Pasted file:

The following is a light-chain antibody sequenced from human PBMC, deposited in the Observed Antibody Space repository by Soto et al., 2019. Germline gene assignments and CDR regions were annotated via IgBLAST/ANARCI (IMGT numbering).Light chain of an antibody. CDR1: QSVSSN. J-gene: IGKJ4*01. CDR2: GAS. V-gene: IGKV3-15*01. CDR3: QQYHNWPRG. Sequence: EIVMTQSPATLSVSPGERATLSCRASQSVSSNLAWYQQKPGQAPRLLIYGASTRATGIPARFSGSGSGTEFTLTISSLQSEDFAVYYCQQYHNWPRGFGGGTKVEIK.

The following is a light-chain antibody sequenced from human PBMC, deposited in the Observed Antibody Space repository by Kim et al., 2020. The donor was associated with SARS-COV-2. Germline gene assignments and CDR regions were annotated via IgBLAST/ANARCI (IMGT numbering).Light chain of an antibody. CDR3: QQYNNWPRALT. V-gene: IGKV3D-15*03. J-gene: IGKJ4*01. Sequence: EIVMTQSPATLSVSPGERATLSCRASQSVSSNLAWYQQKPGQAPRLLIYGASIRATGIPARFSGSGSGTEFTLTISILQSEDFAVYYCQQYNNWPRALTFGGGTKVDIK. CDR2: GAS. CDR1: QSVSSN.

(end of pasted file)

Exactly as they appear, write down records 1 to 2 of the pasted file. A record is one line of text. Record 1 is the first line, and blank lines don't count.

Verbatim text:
The following is a light-chain antibody sequenced from human PBMC, deposited in the Observed Antibody Space repository by Soto et al., 2019. Germline gene assignments and CDR regions were annotated via IgBLAST/ANARCI (IMGT numbering).Light chain of an antibody. CDR1: QSVSSN. J-gene: IGKJ4*01. CDR2: GAS. V-gene: IGKV3-15*01. CDR3: QQYHNWPRG. Sequence: EIVMTQSPATLSVSPGERATLSCRASQSVSSNLAWYQQKPGQAPRLLIYGASTRATGIPARFSGSGSGTEFTLTISSLQSEDFAVYYCQQYHNWPRGFGGGTKVEIK.

The following is a light-chain antibody sequenced from human PBMC, deposited in the Observed Antibody Space repository by Kim et al., 2020. The donor was associated with SARS-COV-2. Germline gene assignments and CDR regions were annotated via IgBLAST/ANARCI (IMGT numbering).Light chain of an antibody. CDR3: QQYNNWPRALT. V-gene: IGKV3D-15*03. J-gene: IGKJ4*01. Sequence: EIVMTQSPATLSVSPGERATLSCRASQSVSSNLAWYQQKPGQAPRLLIYGASIRATGIPARFSGSGSGTEFTLTISILQSEDFAVYYCQQYNNWPRALTFGGGTKVDIK. CDR2: GAS. CDR1: QSVSSN.